Timms added that simply spinning up virtual machines in the cloud is very expensive in comparison to an on-premise solution.

“I’m thinking that there would be a lot of restrictions about public cloud in relation to health data and being on-premise would make it easier to be compliant,” he said.

As for the drawbacks to this decision? People may not view it as moving forward with technology by not having anything in the cloud, Timms said.

“If there’s a need to significantly flex up and down, there will be physical limitations without being in the cloud. Depending on where the on-premise solution is housed, the cloud may be more robust from a redundancy point of view. On-premise may require more infrastructure overall and those costs need to be factored in,” he said.

Daniel Morris, software-defined infrastructure lead, A/NZ at Lenovo’s Data Center Group, says that HCI is the next chapter in the evolution of the data centre. He said that compared to legacy 3-tier environments, HCI dramatically reduces complexity and latency in deployment and management of new infrastructure. It is this simplicity that many organisations are looking for, he said.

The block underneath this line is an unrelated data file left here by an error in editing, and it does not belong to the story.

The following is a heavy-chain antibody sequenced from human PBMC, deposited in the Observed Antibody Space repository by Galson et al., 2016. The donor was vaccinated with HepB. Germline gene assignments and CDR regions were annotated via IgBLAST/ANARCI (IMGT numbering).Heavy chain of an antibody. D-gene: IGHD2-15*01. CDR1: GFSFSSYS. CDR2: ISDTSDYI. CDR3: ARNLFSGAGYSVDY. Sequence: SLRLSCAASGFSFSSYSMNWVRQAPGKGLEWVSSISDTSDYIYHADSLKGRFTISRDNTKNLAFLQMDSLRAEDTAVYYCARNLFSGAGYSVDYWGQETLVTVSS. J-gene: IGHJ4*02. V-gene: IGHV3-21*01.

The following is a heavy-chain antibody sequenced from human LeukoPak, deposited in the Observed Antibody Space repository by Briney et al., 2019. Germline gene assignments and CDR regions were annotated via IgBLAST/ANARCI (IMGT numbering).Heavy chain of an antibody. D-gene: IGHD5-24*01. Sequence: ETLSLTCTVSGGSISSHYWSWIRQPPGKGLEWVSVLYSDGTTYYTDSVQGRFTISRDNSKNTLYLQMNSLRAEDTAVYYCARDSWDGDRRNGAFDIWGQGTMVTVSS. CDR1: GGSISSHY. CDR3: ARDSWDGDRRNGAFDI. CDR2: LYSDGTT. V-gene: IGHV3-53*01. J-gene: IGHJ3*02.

On the hybrid IT front, Morris said that over the last 10 years, public cloud has become prevalent in the IT landscape mainly for its consumption-based usage and flexibility.

“However, it’s not one size fits all, and there are many scenarios where the public cloud is not the best option for an organisation, primarily concerning cost, application latency and governance,” he said.

“A hybrid cloud environment gives companies the choice of where to deploy their applications to best suit their needs, as well as flexibility to move workloads between clouds when required.”

He added that true hybrid cloud comes when organisations span a hypervisor or underlying operating system between public and private cloud instances to provide on-demand, flexible workload mobility.

“While the main players in the hybrid cloud market all have viable offerings, the relative immaturity of the market makes deployment and management complex and in many instances, the cost can outweigh the benefits for organisations,” he said.

Meanwhile, when presented with this scenario, Joe Dempsey, group IT manager at Jefferson Automotive Group, said he would deploy hyperconverged infrastructure supported by VDI.